Virginia teacher shot by 6-year-old files $40M lawsuit after she says school ignored warnings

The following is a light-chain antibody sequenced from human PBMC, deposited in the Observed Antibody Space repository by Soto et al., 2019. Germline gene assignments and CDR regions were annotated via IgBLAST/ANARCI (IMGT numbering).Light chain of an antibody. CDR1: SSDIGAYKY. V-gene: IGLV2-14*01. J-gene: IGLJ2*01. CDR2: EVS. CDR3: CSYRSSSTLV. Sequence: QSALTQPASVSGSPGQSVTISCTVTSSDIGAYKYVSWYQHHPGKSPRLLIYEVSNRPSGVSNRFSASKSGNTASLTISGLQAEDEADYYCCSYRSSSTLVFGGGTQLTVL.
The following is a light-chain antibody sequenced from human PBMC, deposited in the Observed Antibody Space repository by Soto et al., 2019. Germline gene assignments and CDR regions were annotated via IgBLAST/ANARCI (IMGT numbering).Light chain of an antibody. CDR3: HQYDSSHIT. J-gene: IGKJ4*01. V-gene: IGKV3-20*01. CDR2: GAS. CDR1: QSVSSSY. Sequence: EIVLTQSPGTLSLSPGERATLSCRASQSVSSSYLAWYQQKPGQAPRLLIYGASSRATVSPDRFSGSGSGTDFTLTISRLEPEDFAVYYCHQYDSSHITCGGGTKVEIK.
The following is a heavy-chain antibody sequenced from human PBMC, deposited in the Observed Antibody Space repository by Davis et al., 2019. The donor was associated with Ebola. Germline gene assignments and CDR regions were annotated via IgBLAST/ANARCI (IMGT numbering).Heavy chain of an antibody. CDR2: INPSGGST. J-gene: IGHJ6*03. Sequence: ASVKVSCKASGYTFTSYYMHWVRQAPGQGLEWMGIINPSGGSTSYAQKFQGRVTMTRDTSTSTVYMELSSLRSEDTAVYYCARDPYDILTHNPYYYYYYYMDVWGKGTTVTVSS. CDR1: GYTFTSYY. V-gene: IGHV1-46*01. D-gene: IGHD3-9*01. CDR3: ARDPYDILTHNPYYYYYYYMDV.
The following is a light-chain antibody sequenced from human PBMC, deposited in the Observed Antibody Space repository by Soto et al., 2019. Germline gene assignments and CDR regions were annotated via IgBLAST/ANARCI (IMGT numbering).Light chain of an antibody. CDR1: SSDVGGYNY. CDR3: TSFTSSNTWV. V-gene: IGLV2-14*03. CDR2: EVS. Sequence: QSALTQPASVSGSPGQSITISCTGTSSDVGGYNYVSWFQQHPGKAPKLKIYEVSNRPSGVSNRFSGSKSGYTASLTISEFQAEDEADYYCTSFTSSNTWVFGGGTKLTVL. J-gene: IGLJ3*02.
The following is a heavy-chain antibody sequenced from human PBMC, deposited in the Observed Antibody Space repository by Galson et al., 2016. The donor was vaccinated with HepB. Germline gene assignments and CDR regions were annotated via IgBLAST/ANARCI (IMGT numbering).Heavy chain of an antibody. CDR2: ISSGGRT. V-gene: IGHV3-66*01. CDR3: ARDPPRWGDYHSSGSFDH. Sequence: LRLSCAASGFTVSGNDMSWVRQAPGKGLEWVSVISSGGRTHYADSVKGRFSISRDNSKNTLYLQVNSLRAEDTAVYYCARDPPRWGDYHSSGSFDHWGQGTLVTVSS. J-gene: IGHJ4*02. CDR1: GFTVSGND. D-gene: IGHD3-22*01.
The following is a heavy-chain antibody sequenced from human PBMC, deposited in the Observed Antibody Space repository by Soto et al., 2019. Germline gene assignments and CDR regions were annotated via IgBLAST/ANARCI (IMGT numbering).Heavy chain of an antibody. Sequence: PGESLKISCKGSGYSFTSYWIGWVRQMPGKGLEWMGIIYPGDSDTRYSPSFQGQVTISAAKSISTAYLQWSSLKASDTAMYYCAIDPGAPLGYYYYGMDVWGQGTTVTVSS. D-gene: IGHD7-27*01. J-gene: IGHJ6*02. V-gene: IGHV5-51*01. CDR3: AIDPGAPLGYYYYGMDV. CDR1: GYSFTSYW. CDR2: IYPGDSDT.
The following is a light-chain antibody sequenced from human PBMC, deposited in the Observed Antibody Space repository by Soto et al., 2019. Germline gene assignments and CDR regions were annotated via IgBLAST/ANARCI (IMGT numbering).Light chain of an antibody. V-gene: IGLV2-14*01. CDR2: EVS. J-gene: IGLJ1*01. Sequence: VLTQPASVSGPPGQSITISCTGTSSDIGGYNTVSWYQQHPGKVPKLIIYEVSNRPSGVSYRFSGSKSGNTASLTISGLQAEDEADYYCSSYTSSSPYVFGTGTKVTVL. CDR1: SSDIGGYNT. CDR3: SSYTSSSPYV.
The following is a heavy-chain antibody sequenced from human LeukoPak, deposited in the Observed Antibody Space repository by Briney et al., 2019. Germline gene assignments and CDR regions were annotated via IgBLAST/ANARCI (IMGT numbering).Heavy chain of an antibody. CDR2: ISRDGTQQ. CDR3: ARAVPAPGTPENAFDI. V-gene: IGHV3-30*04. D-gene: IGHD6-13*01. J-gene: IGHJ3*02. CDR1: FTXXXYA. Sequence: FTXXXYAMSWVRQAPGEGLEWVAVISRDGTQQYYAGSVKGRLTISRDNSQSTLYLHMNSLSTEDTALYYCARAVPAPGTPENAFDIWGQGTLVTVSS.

Almost three months after Virginia teacher Abigail Zwerner was shot by a 6-year-old student, the injured educator filed a $40 million lawsuit Monday alleging school administrators shrugged off multiple warnings from staff and students who believed the boy had a gun and posed an imminent threat on the day of the shooting, and did so knowing the child “had a history of random violence.” The Jan. 6 shooting of Zwerner at Richneck Elementary School in Newport News stunned the country as police announced the child’s actions were intentional. The student shot Zwerner with a 9mm handgun while she sat at a reading table in their first-grade classroom, according to officials.The complaint, filed in the Circuit Court for the city of Newport News, says Richneck assistant principal Ebony Parker chose to “breach her assumed duty” to protect Zwerner, “despite multiple reports that a firearm was on school property and likely in possession of a violent individual.”Parker resigned in the wake of the shooting. She could not immediately be reached for comment Monday.Also named as defendants are the Newport News School Board, former schools Superintendent George Parker III, whom the board voted to remove “without cause,” and Richneck principal Briana Foster Newton, who was transferred to a different role within the district.Zwerner, 25, is seeking a jury trial, noting in her suit that she suffers from “physical pain and mental anguish.”Abigail Zwerner in Virginia on March 20.Carlos Bernate for NBC NewsNewport News police praised Zwerner for still managing to escort her class of about 20 students to safety even after she was seriously wounded in the hand and her chest.School knew of boy’s behavioral issuesThe lawsuit mentions new details about the 6-year-old boy, who is identified as John Doe, and an alleged pattern of troubling behavior.While in kindergarten at Richneck in the 2021-22 school year, the boy strangled and choked a teacher and was removed from the school, according to the complaint.That same school year, the boy also pulled up the dress of a female student who had fallen on the playground, the complaint says, and “began to touch the child inappropriately until reprimanded by a teacher.”The boy was transferred out of Richneck and placed in a different institution within the district, but was allowed to return for the 2022-23 school year when he was enrolled in Zwerner’s class. He was placed on a modified schedule last fall after “chasing students around the playground with a belt in an effort to whip them with it, as well as cursing at staff and teachers,” according to the complaint. At least one parent was also required to attend school with him daily “because of his violent tendencies.””Teachers’ concerns with John Doe’s behavior was regularly brought to the attention of Richneck Elementary School administration, and the concerns were always dismissed,” the suit says. “Often when he was taken to the school office to address his behavior, he would return to the classroom shortly thereafter with some type of reward, such as a piece of candy.”Warnings were allegedly ignoredOn Jan. 4, two days before the shooting, the boy took Zwerner’s cell phone and slammed it to the ground, shattering the device, according to the complaint. The boy was given a one-day suspension for the following day.On Jan. 6, the boy returned to Richneck, but his mother did not stay with him during the school day as required, and the complaint says the school did not assign him a “one-on-one companion.”Between 11:15 and 11:30 a.m., Zwerner went to assistant principal Parker and said the student appeared in a “violent mood” and had threatened to physically assault a classmate. According to the complaint, Parker “had no response,” and another teacher observed that the administrator “essentially ignored Plaintiff’s concerns.”Meanwhile, another teacher was informed by two students that the boy had a gun in his backpack, the suit says. The teacher later informed Parker that she believed the boy had a gun and thought she might have seen him place an object in his sweatshirt pocket during recess and also searched his backpack, but found no weapon. Parker responded that the boy’s “pockets were too small to hold a handgun and did nothing,” the complaint says.Then, a third teacher told Parker after 1 p.m. that the boy showed another student the gun at recess, and that student told another teacher the boy “would hurt him if he told anyone,” according to the complaint.A fourth employee had asked Parker for permission to search the boy, but she “forbade” him, according to the suit, saying that the boy’s backpack had already been searched and the boy’s mother would be arriving to pick him up.At 1:59 p.m., while Zwerner sat in her classroom at a reading table, the boy pulled out a gun and opened fire.More on the Virginia teacher who was shot Potential criminal charges pendingA spokeswoman for the Newport News Public Schools could not immediately be reached for comment Monday about Zwerner’s lawsuit. Neither the former schools superintendent nor a lawyer for the former Richneck principal could also immediately be reached for comment.The school district previously said it cannot comment about allegations against school officials in an ongoing internal investigation nor share any information in the student’s educational record, citing the criminal investigation.The district also said in a previous statement that the safety and well-being of students and staff members are its most important priorities.”We will continue to do whatever it takes to ensure a safe and secure teaching and learning environment across all our schools,” the statement said.Newport News Commonwealth’s Attorney Howard Gwynn told NBC News last month that he would not seek charges against the 6-year-old boy, citing his age and inability to adequately understand the legal system, but said he was still weighing whether he might hold any adults criminally liable.The family of the 6-year-old boy said in a statement in January that the weapon was “secured” in the home and that they have “always been committed to responsible gun ownership and keeping firearms out of the reach of children.”The family also said the boy has an acute disability and was receiving the “treatment he needs” under a court-ordered temporary detention at a medical facility.The family’s lawyer, James Ellenson, said last month that they “welcome the prosecutor’s decision” not to seek charges against the boy and that they “continue to pray for Ms. Zwerner’s complete recovery.”Abigail Zwerner has had four operations on her left hand. Carlos Bernate for NBC NewsAbigail Zwerner looks through some letters and gifts sent to her by people across the country.Carlos Bernate for NBC NewsThe incident at Richneck — a rare example of a shooting perpetrated by a child under 10 at a U.S. school — came after two other shootings in Newport News schools in the past 18 months.Overall, the number of school shootings reached its highest number in two decades during the 2020-21 school year, according to a federal report in June 2022. A week ago, a private Christian school in Nashville, Tennessee, saw six people killed, including a substitute teacher and three young children, at the hands of a 28-year-old former student armed with two AR-style weapons and a handgun.Zwerner, during an interview on NBC’s “TODAY” show two weeks ago, said she is still in pain and has had to undergo multiple surgeries and grueling physical therapy. The bullet and bullet fragments are still lodged in her chest, she added.While she declined to speak in detail about a motive for the attack, the memory of that moment remains etched in her mind.”I just will never forget the look on his face that he gave me while he pointed the gun directly at me,” Zwerner said.The injury to her left hand still makes the most simple tasks, such as making a fist, opening a water bottle and getting dressed, extremely difficult, and she said that doctors are still uncertain about whether the function will be fully restored.”I’m not sure when the shock will ever go away because of just how surreal it was and, you know, the vivid memories that I have of that day,” Zwerner said. “I think about it daily. Sometimes I have nightmares.”